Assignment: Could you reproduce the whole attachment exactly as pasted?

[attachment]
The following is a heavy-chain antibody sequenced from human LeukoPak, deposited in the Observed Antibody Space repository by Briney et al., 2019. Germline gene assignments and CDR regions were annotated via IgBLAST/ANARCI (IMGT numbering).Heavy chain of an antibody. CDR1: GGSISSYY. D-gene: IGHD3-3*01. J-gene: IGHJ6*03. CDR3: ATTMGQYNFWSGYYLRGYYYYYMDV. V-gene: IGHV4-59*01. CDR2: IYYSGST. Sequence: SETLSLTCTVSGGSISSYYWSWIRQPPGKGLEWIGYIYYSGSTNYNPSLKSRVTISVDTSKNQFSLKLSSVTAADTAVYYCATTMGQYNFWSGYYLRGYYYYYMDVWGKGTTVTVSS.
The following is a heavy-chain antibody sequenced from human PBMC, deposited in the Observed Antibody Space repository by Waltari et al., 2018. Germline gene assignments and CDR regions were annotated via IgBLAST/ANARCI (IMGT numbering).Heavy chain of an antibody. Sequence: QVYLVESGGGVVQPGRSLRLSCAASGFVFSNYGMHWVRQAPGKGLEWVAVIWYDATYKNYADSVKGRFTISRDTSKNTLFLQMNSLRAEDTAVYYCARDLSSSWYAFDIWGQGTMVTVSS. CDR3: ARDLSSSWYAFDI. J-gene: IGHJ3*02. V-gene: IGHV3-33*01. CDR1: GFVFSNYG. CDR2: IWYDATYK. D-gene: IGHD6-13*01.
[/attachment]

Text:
The following is a heavy-chain antibody sequenced from human LeukoPak, deposited in the Observed Antibody Space repository by Briney et al., 2019. Germline gene assignments and CDR regions were annotated via IgBLAST/ANARCI (IMGT numbering).Heavy chain of an antibody. CDR1: GGSISSYY. D-gene: IGHD3-3*01. J-gene: IGHJ6*03. CDR3: ATTMGQYNFWSGYYLRGYYYYYMDV. V-gene: IGHV4-59*01. CDR2: IYYSGST. Sequence: SETLSLTCTVSGGSISSYYWSWIRQPPGKGLEWIGYIYYSGSTNYNPSLKSRVTISVDTSKNQFSLKLSSVTAADTAVYYCATTMGQYNFWSGYYLRGYYYYYMDVWGKGTTVTVSS.
The following is a heavy-chain antibody sequenced from human PBMC, deposited in the Observed Antibody Space repository by Waltari et al., 2018. Germline gene assignments and CDR regions were annotated via IgBLAST/ANARCI (IMGT numbering).Heavy chain of an antibody. Sequence: QVYLVESGGGVVQPGRSLRLSCAASGFVFSNYGMHWVRQAPGKGLEWVAVIWYDATYKNYADSVKGRFTISRDTSKNTLFLQMNSLRAEDTAVYYCARDLSSSWYAFDIWGQGTMVTVSS. CDR3: ARDLSSSWYAFDI. J-gene: IGHJ3*02. V-gene: IGHV3-33*01. CDR1: GFVFSNYG. CDR2: IWYDATYK. D-gene: IGHD6-13*01.